Introduction to Blog

I launched the website and the Blog after having spoken to government officials, political analysts and security experts specializing in South Asian affairs from three continents. The feedback was uniformly consistent. The bottom line is that when Kashmiris are suffering and the world has its own set of priorities, we need to find ways to help each other. We must be realistic, go beyond polemics and demagoguery, and propose innovative ideas that will bring peace, justice and prosperity in all of Jammu and Kashmir.

The author had two reasons to create this blog. First, it was to address the question that was being asked repeatedly, especially, by journalists and other observers in the U.S., U.K., and Canada, inquiring whether the Kashmiri society was concerned about social, cultural and environmental challenges in the valley given that only political upheaval and violence were reported or highlighted by media.

Second, the author has covered the entire spectrum of societal issues and challenges facing Kashmiri people over an 8-year period with the exception of politics given that politics gets all the exposure at the expense of REAL CHALLENGES that will likely result in irreversible degradation in the quality of life and the standard of living for future generations of Kashmiris to come.

The author stopped adding additional material to the Blog once it was felt that most, if not all, concerns, challenges and issues facing the Kashmiri society are cataloged in the Blog. There are over 1900 entries in the Blog and most commentaries include short biographical sketches of authors to bring readers close to the essence of Kashmir. Unfortunately, the 8-year assessment also indicates that neither Kashmiri civil society, nor intellectuals or political leadership have any inclination or enthusiasm in pursuing issues that do not coincide with their vested political agendas. What it means for the future of Kashmiri children and their children is unfathomable. But the evidence is all laid out.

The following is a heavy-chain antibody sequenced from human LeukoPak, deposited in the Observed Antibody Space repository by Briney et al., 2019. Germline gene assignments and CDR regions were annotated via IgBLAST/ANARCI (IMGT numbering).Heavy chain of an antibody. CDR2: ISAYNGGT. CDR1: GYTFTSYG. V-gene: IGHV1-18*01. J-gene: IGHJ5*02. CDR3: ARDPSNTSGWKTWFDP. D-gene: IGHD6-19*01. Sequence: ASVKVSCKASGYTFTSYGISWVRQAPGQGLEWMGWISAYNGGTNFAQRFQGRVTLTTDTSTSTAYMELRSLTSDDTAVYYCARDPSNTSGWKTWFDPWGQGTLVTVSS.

This Blog is a reality check on Kashmir. It is a historical record of how Kashmir lost its way.

Vijay Sazawal, Ph.D.

Sunday, April 18, 2010

The Old man and The New Cesspool

Afshana recounts the misery experienced by an old-timer seeing his favorite lake whither away

(Ms. Syeda Afshana, 35, was born in Srinagar. She attended the Vishwa Bharti High School in Rainawari, Srinagar, and the Government Women's College in Srinagar where she received a B.Sc. degree. She completed her Master's degree in Mass Communication and Journalism from the Kashmir University in 1999 and was the Gold Medallist (first position holder) in her graduating class. She is currently a Lecturer in the Media Education Research Centre (MERC) of the Kashmir University and pursuing her doctorate on the role of internet after 9/11.)

Down the Lake

The wrinkled face was parched and frail like a fallen Chinar leaf in autumn, which once looked green and glorious. Behind the old visage, there was more of him to see. Struggling between past and future, verve and sloth, triumphs and letdowns, warmth and seclusion—he was coldly looking at the sophisticated and expensive Finnish machines procured to speed-up Dal Lake’s restoration measures.

This old man was sitting near the railing on the banks of Dal Lake watching the slough and silt that was being lifted from the Lake.

He recollected the days of his childhood when he alongwith his friends used to quench his thirst with the shimmering sweet waters of Dal Lake. The images of nostalgia tossed around. Like an antique montage in black and white, the screen of history flashed his every memory associated with Dal Lake.

Looking back, he saw himself playing football in Malkhah for hours together, and then rushing to Naidyar Yarbal to slake their thirst with the cool, refreshing and flowing pure water of the Dal. At times, his whole group of friends swam into the water to revitalize themselves.